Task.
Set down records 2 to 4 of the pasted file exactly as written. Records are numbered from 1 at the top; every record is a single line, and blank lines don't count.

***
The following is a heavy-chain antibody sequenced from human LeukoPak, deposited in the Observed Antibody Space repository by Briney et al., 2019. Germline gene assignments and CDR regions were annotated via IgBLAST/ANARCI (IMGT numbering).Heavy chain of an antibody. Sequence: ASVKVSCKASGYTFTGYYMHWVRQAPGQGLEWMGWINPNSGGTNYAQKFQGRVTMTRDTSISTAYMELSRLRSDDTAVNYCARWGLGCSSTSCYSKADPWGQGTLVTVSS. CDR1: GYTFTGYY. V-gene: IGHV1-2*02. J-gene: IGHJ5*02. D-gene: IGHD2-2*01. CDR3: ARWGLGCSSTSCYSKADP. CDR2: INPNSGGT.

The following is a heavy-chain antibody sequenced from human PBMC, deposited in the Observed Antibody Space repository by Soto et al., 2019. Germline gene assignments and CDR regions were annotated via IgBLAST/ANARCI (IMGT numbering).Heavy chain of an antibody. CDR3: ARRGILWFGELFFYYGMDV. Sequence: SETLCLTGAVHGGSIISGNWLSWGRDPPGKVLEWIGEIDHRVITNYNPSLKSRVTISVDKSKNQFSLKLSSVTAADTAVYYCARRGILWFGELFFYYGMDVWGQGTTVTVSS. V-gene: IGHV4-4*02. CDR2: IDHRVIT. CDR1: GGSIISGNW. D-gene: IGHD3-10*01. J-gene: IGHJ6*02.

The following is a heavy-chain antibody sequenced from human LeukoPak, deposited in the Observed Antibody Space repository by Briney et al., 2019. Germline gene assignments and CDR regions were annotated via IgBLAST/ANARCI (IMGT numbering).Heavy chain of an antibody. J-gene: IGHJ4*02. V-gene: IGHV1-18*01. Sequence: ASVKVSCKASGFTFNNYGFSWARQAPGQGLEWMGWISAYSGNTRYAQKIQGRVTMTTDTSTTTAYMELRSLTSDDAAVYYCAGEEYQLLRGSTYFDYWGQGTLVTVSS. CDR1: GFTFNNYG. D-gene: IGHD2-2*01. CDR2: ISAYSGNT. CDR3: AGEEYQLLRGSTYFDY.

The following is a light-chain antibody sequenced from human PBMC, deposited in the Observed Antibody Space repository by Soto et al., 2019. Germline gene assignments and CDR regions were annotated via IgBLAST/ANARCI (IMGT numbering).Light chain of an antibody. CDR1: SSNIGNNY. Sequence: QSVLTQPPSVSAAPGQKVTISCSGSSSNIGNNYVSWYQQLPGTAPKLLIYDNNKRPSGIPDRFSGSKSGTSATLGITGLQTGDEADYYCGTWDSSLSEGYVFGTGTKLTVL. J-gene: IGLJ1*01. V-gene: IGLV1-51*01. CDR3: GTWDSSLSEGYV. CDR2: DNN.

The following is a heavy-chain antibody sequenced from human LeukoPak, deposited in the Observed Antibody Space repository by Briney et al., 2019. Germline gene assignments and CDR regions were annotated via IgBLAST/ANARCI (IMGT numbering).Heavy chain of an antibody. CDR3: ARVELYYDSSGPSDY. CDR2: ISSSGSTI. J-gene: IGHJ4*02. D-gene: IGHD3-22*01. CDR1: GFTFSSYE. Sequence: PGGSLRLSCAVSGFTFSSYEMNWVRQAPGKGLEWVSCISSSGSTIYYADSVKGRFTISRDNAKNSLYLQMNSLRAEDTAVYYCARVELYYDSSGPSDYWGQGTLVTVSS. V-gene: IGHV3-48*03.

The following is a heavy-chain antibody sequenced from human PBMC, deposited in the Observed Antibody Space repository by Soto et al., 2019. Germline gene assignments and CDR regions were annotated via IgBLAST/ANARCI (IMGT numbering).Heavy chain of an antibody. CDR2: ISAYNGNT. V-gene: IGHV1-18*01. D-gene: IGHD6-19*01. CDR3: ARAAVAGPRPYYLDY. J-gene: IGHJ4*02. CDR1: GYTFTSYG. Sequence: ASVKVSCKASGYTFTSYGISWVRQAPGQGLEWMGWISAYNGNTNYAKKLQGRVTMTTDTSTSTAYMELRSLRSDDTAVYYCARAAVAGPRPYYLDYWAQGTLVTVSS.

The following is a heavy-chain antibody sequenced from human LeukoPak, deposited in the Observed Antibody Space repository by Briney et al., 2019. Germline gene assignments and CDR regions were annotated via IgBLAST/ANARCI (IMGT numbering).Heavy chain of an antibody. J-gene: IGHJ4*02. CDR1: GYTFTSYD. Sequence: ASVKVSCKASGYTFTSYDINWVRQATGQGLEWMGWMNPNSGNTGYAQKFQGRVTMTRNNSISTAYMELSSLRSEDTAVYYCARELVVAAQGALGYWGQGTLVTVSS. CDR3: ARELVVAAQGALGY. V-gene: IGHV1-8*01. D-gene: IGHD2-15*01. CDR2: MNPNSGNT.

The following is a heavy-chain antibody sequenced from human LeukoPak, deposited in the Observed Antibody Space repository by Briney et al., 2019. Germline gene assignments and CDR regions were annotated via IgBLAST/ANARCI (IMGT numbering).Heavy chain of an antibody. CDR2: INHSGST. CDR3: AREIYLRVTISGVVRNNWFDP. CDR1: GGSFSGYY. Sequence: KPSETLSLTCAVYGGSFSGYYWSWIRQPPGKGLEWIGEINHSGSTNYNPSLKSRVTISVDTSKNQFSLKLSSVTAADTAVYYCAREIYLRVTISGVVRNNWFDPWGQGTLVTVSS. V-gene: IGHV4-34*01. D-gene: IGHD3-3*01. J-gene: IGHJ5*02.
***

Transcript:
The following is a heavy-chain antibody sequenced from human PBMC, deposited in the Observed Antibody Space repository by Soto et al., 2019. Germline gene assignments and CDR regions were annotated via IgBLAST/ANARCI (IMGT numbering).Heavy chain of an antibody. CDR3: ARRGILWFGELFFYYGMDV. Sequence: SETLCLTGAVHGGSIISGNWLSWGRDPPGKVLEWIGEIDHRVITNYNPSLKSRVTISVDKSKNQFSLKLSSVTAADTAVYYCARRGILWFGELFFYYGMDVWGQGTTVTVSS. V-gene: IGHV4-4*02. CDR2: IDHRVIT. CDR1: GGSIISGNW. D-gene: IGHD3-10*01. J-gene: IGHJ6*02.

The following is a heavy-chain antibody sequenced from human LeukoPak, deposited in the Observed Antibody Space repository by Briney et al., 2019. Germline gene assignments and CDR regions were annotated via IgBLAST/ANARCI (IMGT numbering).Heavy chain of an antibody. J-gene: IGHJ4*02. V-gene: IGHV1-18*01. Sequence: ASVKVSCKASGFTFNNYGFSWARQAPGQGLEWMGWISAYSGNTRYAQKIQGRVTMTTDTSTTTAYMELRSLTSDDAAVYYCAGEEYQLLRGSTYFDYWGQGTLVTVSS. CDR1: GFTFNNYG. D-gene: IGHD2-2*01. CDR2: ISAYSGNT. CDR3: AGEEYQLLRGSTYFDY.

The following is a light-chain antibody sequenced from human PBMC, deposited in the Observed Antibody Space repository by Soto et al., 2019. Germline gene assignments and CDR regions were annotated via IgBLAST/ANARCI (IMGT numbering).Light chain of an antibody. CDR1: SSNIGNNY. Sequence: QSVLTQPPSVSAAPGQKVTISCSGSSSNIGNNYVSWYQQLPGTAPKLLIYDNNKRPSGIPDRFSGSKSGTSATLGITGLQTGDEADYYCGTWDSSLSEGYVFGTGTKLTVL. J-gene: IGLJ1*01. V-gene: IGLV1-51*01. CDR3: GTWDSSLSEGYV. CDR2: DNN.